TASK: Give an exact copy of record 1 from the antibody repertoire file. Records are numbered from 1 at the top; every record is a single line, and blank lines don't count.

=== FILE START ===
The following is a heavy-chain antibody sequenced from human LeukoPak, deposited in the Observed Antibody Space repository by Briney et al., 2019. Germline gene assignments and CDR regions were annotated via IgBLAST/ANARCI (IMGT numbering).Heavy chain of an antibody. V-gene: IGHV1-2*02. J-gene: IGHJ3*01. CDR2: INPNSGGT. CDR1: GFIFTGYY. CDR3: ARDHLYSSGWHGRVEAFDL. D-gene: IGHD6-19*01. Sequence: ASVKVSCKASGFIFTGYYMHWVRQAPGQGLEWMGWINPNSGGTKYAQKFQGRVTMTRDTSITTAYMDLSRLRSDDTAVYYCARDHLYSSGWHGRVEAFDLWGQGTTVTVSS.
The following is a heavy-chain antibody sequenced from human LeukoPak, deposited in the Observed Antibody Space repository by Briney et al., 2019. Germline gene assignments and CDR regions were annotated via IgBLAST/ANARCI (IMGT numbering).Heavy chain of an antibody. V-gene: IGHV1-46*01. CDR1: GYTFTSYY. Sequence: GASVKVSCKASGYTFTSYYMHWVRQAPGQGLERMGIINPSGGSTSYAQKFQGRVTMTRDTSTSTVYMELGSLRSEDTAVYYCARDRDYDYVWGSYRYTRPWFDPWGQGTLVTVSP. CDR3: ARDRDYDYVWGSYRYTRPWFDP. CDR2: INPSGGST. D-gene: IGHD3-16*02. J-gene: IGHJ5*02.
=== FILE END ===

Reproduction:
The following is a heavy-chain antibody sequenced from human LeukoPak, deposited in the Observed Antibody Space repository by Briney et al., 2019. Germline gene assignments and CDR regions were annotated via IgBLAST/ANARCI (IMGT numbering).Heavy chain of an antibody. V-gene: IGHV1-2*02. J-gene: IGHJ3*01. CDR2: INPNSGGT. CDR1: GFIFTGYY. CDR3: ARDHLYSSGWHGRVEAFDL. D-gene: IGHD6-19*01. Sequence: ASVKVSCKASGFIFTGYYMHWVRQAPGQGLEWMGWINPNSGGTKYAQKFQGRVTMTRDTSITTAYMDLSRLRSDDTAVYYCARDHLYSSGWHGRVEAFDLWGQGTTVTVSS.